- Associated Press - Saturday, April 29, 2017

LINCOLN, Neb. (AP) - The state of Nebraska has made a goal to keep monarch butterflies and other pollinators off the federal endangered species list by planting 125 million milkweed plants by 2020 and providing incentives for farmers to incorporate pollinator habitat into their land.

The plan was created by the Nebraska Game and Parks Commission, with input from dozens of organizations and business, some which attended a summit on monarch butterflies in Lincoln last year.

“Participation by many groups may be the only way to conserve migration and breeding habitat for monarchs, avert a threatened or endangered listing of the species, and prevent decline of other pollinators,” a recently released draft of the plan said.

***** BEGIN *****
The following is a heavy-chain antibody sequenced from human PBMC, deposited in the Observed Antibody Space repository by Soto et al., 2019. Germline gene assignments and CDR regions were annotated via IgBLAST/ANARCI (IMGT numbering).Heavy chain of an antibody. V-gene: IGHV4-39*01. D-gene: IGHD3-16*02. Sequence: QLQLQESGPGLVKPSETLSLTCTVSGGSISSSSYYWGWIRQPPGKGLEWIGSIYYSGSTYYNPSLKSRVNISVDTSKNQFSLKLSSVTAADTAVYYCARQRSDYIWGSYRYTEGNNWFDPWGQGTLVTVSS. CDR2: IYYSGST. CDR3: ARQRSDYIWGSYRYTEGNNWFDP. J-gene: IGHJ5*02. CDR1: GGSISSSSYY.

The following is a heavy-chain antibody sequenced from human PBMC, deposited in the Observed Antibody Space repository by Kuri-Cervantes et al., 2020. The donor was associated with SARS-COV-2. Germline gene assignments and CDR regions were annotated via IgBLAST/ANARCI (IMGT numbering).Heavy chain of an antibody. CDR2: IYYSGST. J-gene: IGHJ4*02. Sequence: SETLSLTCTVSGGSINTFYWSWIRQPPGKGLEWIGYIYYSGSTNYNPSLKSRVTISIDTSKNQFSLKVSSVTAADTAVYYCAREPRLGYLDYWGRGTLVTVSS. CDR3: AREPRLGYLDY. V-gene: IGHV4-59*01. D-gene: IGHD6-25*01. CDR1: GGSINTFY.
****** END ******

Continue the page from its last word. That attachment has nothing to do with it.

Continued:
World Wildlife Fund data says that the eastern monarch population has dropped an estimated 90 percent in the past 20 years, mostly because of habitat loss. This includes the conversion of 53 million acres of grassland to cropland in the Great Plains since 2009, the Lincoln Journal Star (https://bit.ly/2qbhqfv ) reported.

Efforts to help monarchs, such as planting milkweed and careful application of pesticides, can also benefit other pollinators at risk of being listed as endangered. Some of these pollinators include bumblebees, married underwing and Whitney underwing moths.

“Nebraska decided to be proactive,” commission biologist Melissa Panella said.

Panella said the federal government will wait until at least 2019 to decide whether to list monarchs as threatened or endangered.


Information from: Lincoln Journal Star, https://www.journalstar.com

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